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Classical Mythology in Context encourages students to directly encounter and explore ancient myths and to understand them in broader interpretative contexts. Featuring a modular structure that coincides with the four main components of a classical mythology course--history, theory, comparison,and reception--each chapter (with the exception of Chapter 1) is built around one central figure or topic.
Classical Mythology in Context provides:
A sustained discussion of religious practices and sacred places that offers a key approach to the historical contextualization of Greek myths
An introduction to--and integration of--theoretical approaches to myth in each chapter that shows how these approaches affect the ways in which students understand myths and mythic figures
Ample selections of primary sources, all from the Oxford World's Classics series
A robust comparative approach examining Greek myths alongside other myths from the Mediterranean Basin and the Ancient Near East
An approach to the reception of myths as interpretation and reflection in Western art, with an emphasis on contemporary culture
An Ancillary Resource Center (ARC) that includes PowerPoint-based lecture slides and an Instructor's Resource Manual
A Companion Website that provides additional student and instructor resources
Compelling and relevant illustrations provide visual evidence for placing myths in context
Abundant maps help students locate all sites in Greece, the larger Greek world, and the Ancient Near East
A detailed Timeline for Greece, Rome, and the Ancient Near East helps students situate key works within their cultural and historical contexts
"The Essentials": In Part I, these boxes appear at the start of each chapter, introducing students to the most essential information about a god or goddess and previewing that chapter's content. In Part II, they appear whenever a new hero or heroine is introduced.
"Before You Read" section for each primary source and critical reading is prefaced with a brief contextual overview followed by questions that encourage critical thinking
Paired chapters explore different aspects of a god, hero, or heroine, equipping students with analytical tools that can be applied to other topics
A list of Key Terms at the end of each chapter helps students review and retain its most important points
A "For Further Exploration" annotated bibliography at the end of each chapter provides a starting point for students who wish to learn more about the chapter's content
A Select Bibliography at the end of the book, divided by chapter (and further divided by chapter section) emphasizes scholarly works that are accessible to students
A Combined Glossary and Index includes a pronunciation key, the Greek form (where relevant), and brief description for all figures, places, and rituals in the text
Lisa Maurizio is Associate Professor of Classical and Medieval Studies at Bates College. She publishes on Greek religious practices, especially divination at Delphi. In addition, she has written several plays on classical themes, two of which have been produced by Animus Ensemble at the Boston Center for the Arts: "Tereus in Fragments" and "The Memory of Salt."
Table of Contents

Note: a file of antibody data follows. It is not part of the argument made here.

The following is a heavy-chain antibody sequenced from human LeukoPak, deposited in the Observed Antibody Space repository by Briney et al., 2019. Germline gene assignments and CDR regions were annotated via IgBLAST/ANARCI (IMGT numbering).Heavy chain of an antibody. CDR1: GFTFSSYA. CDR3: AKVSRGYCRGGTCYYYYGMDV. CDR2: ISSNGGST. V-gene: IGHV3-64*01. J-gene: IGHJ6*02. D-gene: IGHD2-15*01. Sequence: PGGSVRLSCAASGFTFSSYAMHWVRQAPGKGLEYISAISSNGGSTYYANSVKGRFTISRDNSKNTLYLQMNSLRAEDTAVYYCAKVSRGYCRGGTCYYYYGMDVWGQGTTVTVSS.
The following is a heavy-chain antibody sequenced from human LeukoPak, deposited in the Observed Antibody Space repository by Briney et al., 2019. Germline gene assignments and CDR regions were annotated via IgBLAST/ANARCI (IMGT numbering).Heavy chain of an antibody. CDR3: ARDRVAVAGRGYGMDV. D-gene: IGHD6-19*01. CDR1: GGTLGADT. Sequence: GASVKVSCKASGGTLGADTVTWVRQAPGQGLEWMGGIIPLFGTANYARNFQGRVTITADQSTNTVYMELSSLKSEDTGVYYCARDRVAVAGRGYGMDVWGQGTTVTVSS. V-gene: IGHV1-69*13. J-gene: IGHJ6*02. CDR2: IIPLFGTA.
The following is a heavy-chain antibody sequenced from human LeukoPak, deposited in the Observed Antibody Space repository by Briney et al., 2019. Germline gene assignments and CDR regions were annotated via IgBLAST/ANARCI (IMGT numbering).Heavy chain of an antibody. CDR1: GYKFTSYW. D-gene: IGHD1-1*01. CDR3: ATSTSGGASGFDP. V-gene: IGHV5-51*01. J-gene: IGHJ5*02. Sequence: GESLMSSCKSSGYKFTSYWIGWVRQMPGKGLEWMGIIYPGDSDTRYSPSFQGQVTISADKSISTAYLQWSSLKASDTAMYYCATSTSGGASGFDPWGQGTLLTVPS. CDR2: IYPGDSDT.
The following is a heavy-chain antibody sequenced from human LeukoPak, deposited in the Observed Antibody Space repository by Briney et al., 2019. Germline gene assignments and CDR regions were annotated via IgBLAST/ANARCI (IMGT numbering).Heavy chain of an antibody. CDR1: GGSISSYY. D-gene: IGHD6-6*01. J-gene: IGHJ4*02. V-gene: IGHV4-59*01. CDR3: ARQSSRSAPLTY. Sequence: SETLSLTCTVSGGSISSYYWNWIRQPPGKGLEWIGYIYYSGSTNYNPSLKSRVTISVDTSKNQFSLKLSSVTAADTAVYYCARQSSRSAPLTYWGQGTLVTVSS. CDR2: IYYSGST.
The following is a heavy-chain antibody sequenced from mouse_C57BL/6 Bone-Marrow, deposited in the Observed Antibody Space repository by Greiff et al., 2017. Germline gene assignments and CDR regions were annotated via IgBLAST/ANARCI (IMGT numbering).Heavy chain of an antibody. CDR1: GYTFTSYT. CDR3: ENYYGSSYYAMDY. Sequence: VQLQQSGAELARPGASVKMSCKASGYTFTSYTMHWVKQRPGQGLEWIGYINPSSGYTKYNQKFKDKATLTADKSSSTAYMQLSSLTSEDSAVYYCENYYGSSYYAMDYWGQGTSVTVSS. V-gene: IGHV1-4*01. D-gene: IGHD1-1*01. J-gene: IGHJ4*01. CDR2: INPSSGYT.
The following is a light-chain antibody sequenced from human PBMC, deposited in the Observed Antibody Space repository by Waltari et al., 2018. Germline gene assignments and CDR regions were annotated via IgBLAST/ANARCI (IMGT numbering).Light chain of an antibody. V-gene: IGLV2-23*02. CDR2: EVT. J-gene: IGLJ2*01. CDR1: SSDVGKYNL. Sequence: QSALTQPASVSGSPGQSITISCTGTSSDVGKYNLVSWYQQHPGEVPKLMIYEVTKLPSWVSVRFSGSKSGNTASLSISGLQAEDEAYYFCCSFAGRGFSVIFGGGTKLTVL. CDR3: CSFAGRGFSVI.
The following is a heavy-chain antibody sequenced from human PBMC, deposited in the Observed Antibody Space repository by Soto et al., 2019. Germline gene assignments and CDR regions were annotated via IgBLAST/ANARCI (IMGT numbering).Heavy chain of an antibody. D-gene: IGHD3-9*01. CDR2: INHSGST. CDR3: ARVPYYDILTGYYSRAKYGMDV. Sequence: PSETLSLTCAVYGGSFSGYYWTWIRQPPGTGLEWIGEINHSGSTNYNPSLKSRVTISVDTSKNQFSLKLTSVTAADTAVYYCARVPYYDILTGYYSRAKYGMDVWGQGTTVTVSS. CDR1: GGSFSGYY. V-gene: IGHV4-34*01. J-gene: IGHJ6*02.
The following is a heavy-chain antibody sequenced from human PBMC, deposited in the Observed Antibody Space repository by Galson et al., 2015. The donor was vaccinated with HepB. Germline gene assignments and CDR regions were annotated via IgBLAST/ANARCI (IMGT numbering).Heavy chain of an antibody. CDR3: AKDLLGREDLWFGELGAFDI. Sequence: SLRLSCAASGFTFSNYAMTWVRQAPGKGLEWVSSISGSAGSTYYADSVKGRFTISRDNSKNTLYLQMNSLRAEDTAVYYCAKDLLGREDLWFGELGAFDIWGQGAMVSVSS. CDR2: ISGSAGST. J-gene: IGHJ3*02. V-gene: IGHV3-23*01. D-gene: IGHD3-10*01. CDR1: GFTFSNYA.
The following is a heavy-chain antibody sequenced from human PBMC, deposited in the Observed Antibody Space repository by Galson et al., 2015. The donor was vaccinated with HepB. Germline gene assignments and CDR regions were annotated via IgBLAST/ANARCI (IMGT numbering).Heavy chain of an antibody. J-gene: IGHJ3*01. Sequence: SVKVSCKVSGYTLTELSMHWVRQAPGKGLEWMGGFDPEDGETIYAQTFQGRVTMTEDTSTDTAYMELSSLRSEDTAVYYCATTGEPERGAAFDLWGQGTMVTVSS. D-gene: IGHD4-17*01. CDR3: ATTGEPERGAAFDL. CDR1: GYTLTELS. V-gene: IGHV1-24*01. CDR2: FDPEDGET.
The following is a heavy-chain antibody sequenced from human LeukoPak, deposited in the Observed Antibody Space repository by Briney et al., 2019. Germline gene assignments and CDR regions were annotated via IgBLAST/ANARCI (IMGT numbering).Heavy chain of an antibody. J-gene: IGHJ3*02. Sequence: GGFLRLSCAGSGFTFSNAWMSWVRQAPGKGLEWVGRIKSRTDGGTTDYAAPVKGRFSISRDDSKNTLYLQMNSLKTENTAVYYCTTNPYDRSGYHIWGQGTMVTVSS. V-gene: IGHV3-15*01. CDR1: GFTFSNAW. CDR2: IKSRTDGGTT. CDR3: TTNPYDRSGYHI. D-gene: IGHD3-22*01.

Preface About the Author PART I: GODDESSES AND GODS Genealogy of Greek Gods Timeline of the Ancient Near East and the Mediterranean Map: Greece and Asia Minor 1. CLASSICAL MYTHOLOGY AND CONTEMPORARY QUESTIONS 1.1 What is a Myth? Myth, Legend, and Folklore A Three-Point Definition of a Mythological Corpus 1.2 What is Classical Mythology? Myths from Ancient Greece Myths from the Ancient Near East Myths from Ancient Rome 1.3 How Do We Make Sense of Classical Myths? History Theory Comparison Reception 1.4 Why Study Classical Myths in the Twenty-First Century? 2. CREATION MYTHS 2.1 History: A Greek Creation Story Historical Settings of Hesiod's Theogony Hesiod's Creation Story: The Theogony Primary Source: Hesiod, Theogony 2.2 Theory: The Social World Shapes Myths Ivan Strenski, from "Introduction" to Malinowski and the Work of Myth 2.3 Comparison (Levant): Creation Stories 2.4 Reception: Titans in Modern Art 1.1-3.24 Paul Manship, "Prometheus, the Light Bringer" Lee Oscar Lawrie, "Atlas" 3. ZEUS AND HERA 3.1 History: Order and Rebellion Zeus Hera Zeus and Prometheus Bound Primary Source: Aeschylus, from Prometheus Bound 3.2 Theory: Finding Universal Meanings in Myths Wendy Doniger, from The Implied Spider: Politics and Theology in Myth 3.3 Comparison (Levant): Flood Stories Primary Source:Genesis 6-9 3.4 Reception: Leda and the Swan in Modernist Art Marie Laurencin, "Leda and the Swan" William Butler Yeats, "Leda and the Swan" Hilda Doolittle (HD), "Leda" 4. DEMETER AND HADES 4.1 History: Life and Death Hades Demeter Primary Source: Homer, Hymn 2: To Demeter 4.2 Theory: Myths Reinforce Social Norms Helene Foley, from "A Question of Origins: Goddess Cults Greek and Modern" 4.3 Comparison (Mesopotamia): A Sumerian Mother Goddess Primary Source:from "In the Desert by the Early Grass" 4.4 Reception: Persephone in Contemporary Women's Poetry Rita Frances Dove, "The Narcisssus Flower" Rachel Zucker,"Diary [Underworld]" Alison Townsend, "Persephone in America" 5. APHRODITE, ARES, AND HEPHAESTUS 5.1 History: Love and Strife Aphrodite Hephaestus Ares Eros Primary Source: Homer, Hymn 5: To Aphrodite 5.2 Theory: How Myths Challenge Social Norms John J. Winkler, from "The Laughter of the Oppressed: Demeter and the Gardens of Adonis" 5.3 Comparison (Mesopotamia): Ishtar Primary Source:The Descent of Ishtar to the Underworld 5.4 Reception: Pygmalion in Hollywood Pygmalion My Fair Lady Pretty Woman Lars and the Real Girl 6. ATHENA AND POSEIDON 6.1 History: Wisdom and War Athena's Birth Athena's Practical Intelligence and Men's Activities Poseidon Athena and the City of Athens Primary Source: Aeschylus, from Eumenides 6.2 Theory: The Mind Structures Myth in Oppositions Simon Goldhill, from Aeschylus: The Oresteia 6.3 Comparison (Egypt): Athena and the Goddess Neith Primary Source: Unknown, from "Cosmogonies at the Temple of Esna" 6.4 Reception: Athena as a Political Allegory Eugene Delacroix "Liberty Leading the People" François-Charles Morice and Léopold Morice "The Statute of Republic" Frédéric Bartholdi, "The Statue of Liberty" Emma Lazarus, "The New Colossus" 7. HERMES AND HESTIA 7.1 History: From Herms to Hermes Hermes' Hills Ithyphallic Herms Beardless Hermes Hestia Primary Source: Homer, Hymn 4: To Hermes 7.2 Theory: The Mind Structures Myth in Archetypes Lewis Hyde, from Trickster Makes this World: Mischief, Myth and Art 7.3 Comparison: Egyptian Thoth and Greek Hermes Primary Source: "The Hymn to Thoth" Primary Source: Plato, from Phaedrus 7.4 Reception: Hermaphroditus in Pre-Raphaelite Art Charles Algernon Swinburne, "Hermaphroditus" Edward Burne-Jones, "The Tree of Forgiveness" Aubrey Beardsley "A Hermaphrodite among the Roses" 8. ARTEMIS AND APOLLO 8.1 History: From Adolescence to Adulthood Artemis Apollo Primary Source: Homer, Hymn 3: To Apollo Primary Source: Homer, Hymn 27: To Artemis 8.2 Theory: Myth, Ritual, and Initiations Ken Dowden, "Initiation: The Key to Myth?" 8.3 Comparison (Anatolia): Cybele Primary Source: Xenophon, from "An Ephesian Tale" 8.4 Reception: Actaeon and Daphne in Contemporary Poetry Alicia Stallings, "Daphne" Seamus Heaney, "Actaeon" Don Paterson, "A Call" 9. DIONYSUS 9.1 History: Encountering Dionysus Viticulture, Wine and Fertility Theater and Masks Mystery Cults Primary Source: Homer, Hymn 7: To Dionysus Primary Source: Euripides, from Bacchae 9.2 Theory: Initiations and Ritual Cults Eric Csapo, from "Riding the Phallus for Dionysus: Iconology, Ritual, and Gender-Role De/Construction" 9.3 Comparison (Anatolia): Cybele and Attis Primary Source: Catullus, "Attis" 9.4 Reception: Dionysus as a God of the 1960s Richard Schechner, Dionysus in 69 The Rocky Horror Picture Show Wole Soyinka, The Bacchae of Euripides: A Communion Rite PART II: HEROES AND HEROINES 10. ACHILLES: THE MAKING OF A HERO 10.1 History: Defining Greek Heroes Five Traits of Greek Heroes Heroes in Cult Heroes in Myth Heracles Theseus Oedipus Achilles Primary Source: Homer, from The Iliad 10.2 Theory: The Plot of the Hero's Story Vladimir Propp, from Morphology of the Folktale 10.3 Comparison: Epic Heroes from Sumer to Rome Gilgamesh and the Burden of Mortality Aeneas and the Founding of Rome Primary Source: from"The Epic of Gilgamesh" Primary Source: Vergil, from Aeneid (Books 1, 7, 10, 12) 10.4 Reception: Achilles and War Poetry Patrick Shaw-Stewart, "I Saw A Man This Morning" Randall Jarrell, "When Achilles Fought and Fell" Michael Longley, "Ceasefire" 11. MEDEA: THE MAKING OF A HEROINE 11.1 History: Defining Heroines Five Traits of Greek Heroines Heroines in Cult Heroines in Myth Helen Clytemnestra Hecuba Medea Primary Source: Euripides, from Medea 11.2 Theory: The Plot of the Heroine's Story Mary Ann Jezewski, from "Traits of the Female Hero: The Application of Raglan's Hero Trait Patterning" 11.3 Comparison: Medea in Rome Seneca's Medea Ovid's Medea Primary Source: Ovid, from Metamorphoses 11.4 Reception: African-American Medea Countée Cullen, The Medea, and Some Other Poems Owen Dodson, The Garden of Time Toni Morrison, Beloved 12. ODYSSEUS AND QUEST HEROES 12.1 History: The Hero's Quest Defining a Quest Hero Perseus Bellerophon Jason Odysseus Primary Source: Homer, from The Odyssey 12.2 Theory: The Quest Hero Joseph Campbell's Monomyth Subjective Experience and the External Landscape W.H. Auden, from "The Quest Hero" 12.3 Comparison: The Hero's Journey to the Land of Death Gilgamesh and the Waters of Death Odysseus in the Underworld Aeneas in Avernus Primary Source: Vergil, from The Aeneid (Books 2-6) Primary Source: from The Epic of Gilgamesh (Tablets IX-XI) 12.4 Reception: African-American Odysseus Sterling A. Brown, "Odyssey of Big Boy" Zora Neale Hurston, Their Eyes Were Watching God 13. IPHIGENEIA AND NEW HEROINES 13.1. History: The Heroine's Quest Changing Definitions of Heroes and Heroines in Ancient Greece The New Heroine (and the New Hero) Iphigenia in Aulis and Among the Taurians Primary Source: Euripides, from Iphigenia Among the Taurians 13.2. Theory: A Paradigm for the New Heroine Apuleius' Tale of Amor and Psyche Defining the New Heroine in Anthropology and Literature L. R. Edwards, from Psyche as Hero: Female Heroism and Fictional Form 13.3. Comparison (Rome): Thecla Saints and Martyrs in Early Christian Communities New Heroines and Martyrs Thecla as a Christian Heroine Primary Source: "The Acts of Paul and Thecla" 13.4 Reception: Iphiengia in New York City Charles L. Mee, Iphigenia 2.0 Michi Barall, Rescue Me: A Postmodern Classic with Snacks Credits Glossary/Index